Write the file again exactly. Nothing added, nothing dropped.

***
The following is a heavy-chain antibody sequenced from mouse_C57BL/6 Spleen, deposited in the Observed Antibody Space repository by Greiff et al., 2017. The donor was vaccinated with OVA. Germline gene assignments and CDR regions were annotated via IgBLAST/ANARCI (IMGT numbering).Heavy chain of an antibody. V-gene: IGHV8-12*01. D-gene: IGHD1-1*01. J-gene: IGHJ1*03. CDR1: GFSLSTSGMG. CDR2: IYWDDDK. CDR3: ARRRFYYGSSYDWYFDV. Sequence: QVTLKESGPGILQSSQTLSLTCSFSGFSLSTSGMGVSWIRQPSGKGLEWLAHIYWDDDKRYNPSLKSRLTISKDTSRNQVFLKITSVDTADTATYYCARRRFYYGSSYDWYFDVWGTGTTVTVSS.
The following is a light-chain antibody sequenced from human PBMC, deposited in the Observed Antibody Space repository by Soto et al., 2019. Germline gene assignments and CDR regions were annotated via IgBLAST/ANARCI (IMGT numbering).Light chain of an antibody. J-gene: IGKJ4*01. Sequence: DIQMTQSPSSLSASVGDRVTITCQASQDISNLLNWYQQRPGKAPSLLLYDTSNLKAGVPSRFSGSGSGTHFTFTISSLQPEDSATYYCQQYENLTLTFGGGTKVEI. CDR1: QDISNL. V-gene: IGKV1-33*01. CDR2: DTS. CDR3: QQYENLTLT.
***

The following is a heavy-chain antibody sequenced from mouse_C57BL/6 Spleen, deposited in the Observed Antibody Space repository by Greiff et al., 2017. The donor was vaccinated with OVA. Germline gene assignments and CDR regions were annotated via IgBLAST/ANARCI (IMGT numbering).Heavy chain of an antibody. V-gene: IGHV8-12*01. D-gene: IGHD1-1*01. J-gene: IGHJ1*03. CDR1: GFSLSTSGMG. CDR2: IYWDDDK. CDR3: ARRRFYYGSSYDWYFDV. Sequence: QVTLKESGPGILQSSQTLSLTCSFSGFSLSTSGMGVSWIRQPSGKGLEWLAHIYWDDDKRYNPSLKSRLTISKDTSRNQVFLKITSVDTADTATYYCARRRFYYGSSYDWYFDVWGTGTTVTVSS.
The following is a light-chain antibody sequenced from human PBMC, deposited in the Observed Antibody Space repository by Soto et al., 2019. Germline gene assignments and CDR regions were annotated via IgBLAST/ANARCI (IMGT numbering).Light chain of an antibody. J-gene: IGKJ4*01. Sequence: DIQMTQSPSSLSASVGDRVTITCQASQDISNLLNWYQQRPGKAPSLLLYDTSNLKAGVPSRFSGSGSGTHFTFTISSLQPEDSATYYCQQYENLTLTFGGGTKVEI. CDR1: QDISNL. V-gene: IGKV1-33*01. CDR2: DTS. CDR3: QQYENLTLT.